The participation of women in the landscape of warfare is increasingly visible; nowhere is this more evident than in the US military’s global endeavors. The US military’s reliance on cultural intelligence in its conceptualization of engagement strategies has resulted in the articulation of specific gendered roles in warfare. Women are thought to be particularly well suited to non-violent tactile engagements with civilians in war zones in Iraq and Afghanistan because of gender segregation in public and private spaces. Women in the military have consequently been able to argue for recognition of their combat service by framing this work in the war zone as work only women can do. Women reporters have been able to develop profiles as media producers, commentators, and experts on foreign policy, women, and the military by producing intimate stories about the lives of civilians only they can access. The work soldiers and reporters do is located in the warzone, but in the realms of the domestic and social, in the periods between bursts of violent engagement. These women are deployed as mediators between civilian populations in Afghanistan and Iraq and occupying forces for different but related purposes. Soldiers do the auxiliary work of combat in these encounters, reporters produce knowledge that undergirds the military project. Their work in combat zones emphasizes the interpersonal and relational as forms of tactile engagement. In these roles, they are also often mediating between the “temporary” infrastructure of the war zone and occupation, and the “permanent” infrastructure of nation state, local government, and community. The work women do as soldiers and reporters operates effectively with the narrative of militarism as a means for liberating women, reinforcing the perception of the military as an institution that is increasingly progressive in its attitudes towards membership, and in its military strategies. When US military strategy focuses on cultural practice in Arab and Muslim societies, commanders operationalize women soldiers in the tactics of militarism, the liberation of Muslim women becomes central in news and governmental discourses alike, and the notion of “feminism” is drawn into the project of US militarism in Afghanistan and Iraq in complex ways that elucidate how gender, equality, and difference, can be deployed in service of warfare.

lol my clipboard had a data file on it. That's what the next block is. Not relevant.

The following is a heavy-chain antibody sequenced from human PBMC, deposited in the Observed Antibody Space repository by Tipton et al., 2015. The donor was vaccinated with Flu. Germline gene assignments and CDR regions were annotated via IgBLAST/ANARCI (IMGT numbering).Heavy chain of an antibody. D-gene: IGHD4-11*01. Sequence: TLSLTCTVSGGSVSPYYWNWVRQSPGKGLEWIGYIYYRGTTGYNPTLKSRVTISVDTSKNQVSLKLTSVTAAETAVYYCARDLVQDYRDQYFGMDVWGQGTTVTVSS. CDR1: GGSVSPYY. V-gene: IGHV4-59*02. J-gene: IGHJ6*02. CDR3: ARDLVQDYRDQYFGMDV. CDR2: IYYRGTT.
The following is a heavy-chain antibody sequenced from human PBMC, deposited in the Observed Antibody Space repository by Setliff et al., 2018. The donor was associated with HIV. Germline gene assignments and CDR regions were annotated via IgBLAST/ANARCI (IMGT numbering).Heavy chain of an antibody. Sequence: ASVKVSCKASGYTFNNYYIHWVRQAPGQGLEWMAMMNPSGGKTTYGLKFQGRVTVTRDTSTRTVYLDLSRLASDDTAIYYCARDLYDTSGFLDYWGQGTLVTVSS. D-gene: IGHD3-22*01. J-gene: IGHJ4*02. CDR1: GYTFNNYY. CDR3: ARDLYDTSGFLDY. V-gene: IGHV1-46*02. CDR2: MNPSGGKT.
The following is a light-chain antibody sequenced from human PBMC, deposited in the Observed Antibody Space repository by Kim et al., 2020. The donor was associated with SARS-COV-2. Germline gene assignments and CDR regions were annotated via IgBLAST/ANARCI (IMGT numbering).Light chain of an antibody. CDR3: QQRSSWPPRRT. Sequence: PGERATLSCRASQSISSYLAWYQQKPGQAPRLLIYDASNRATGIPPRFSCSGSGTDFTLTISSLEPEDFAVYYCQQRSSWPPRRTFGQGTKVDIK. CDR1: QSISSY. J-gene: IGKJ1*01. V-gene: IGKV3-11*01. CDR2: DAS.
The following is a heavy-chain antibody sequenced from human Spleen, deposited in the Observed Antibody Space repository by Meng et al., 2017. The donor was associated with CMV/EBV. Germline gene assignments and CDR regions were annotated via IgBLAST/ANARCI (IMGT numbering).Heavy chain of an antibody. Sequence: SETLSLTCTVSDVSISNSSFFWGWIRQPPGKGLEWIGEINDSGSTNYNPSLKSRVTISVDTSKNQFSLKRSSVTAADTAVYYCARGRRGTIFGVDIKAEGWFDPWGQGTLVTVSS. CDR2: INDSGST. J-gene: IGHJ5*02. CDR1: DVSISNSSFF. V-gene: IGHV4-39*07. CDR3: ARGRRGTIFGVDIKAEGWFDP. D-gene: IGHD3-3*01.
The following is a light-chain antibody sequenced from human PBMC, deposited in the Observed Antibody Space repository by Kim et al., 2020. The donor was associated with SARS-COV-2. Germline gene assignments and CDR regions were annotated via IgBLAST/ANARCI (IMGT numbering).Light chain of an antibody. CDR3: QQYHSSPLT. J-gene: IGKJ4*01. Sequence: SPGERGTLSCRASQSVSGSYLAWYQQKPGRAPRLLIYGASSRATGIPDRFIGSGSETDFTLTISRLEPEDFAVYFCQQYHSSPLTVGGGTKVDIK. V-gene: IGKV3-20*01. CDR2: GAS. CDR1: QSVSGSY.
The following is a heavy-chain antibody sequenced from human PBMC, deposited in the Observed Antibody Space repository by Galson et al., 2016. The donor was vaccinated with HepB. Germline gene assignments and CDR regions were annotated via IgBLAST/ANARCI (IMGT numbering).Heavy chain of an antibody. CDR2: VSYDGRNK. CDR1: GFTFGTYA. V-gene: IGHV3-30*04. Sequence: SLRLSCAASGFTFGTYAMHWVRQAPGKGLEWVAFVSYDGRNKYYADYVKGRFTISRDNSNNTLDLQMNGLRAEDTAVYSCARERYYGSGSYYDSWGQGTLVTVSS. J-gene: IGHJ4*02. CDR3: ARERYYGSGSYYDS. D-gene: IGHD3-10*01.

A Drone Manifesto: Re-forming the Partial Politics of Targeted KillingKatherine Fehr Chandler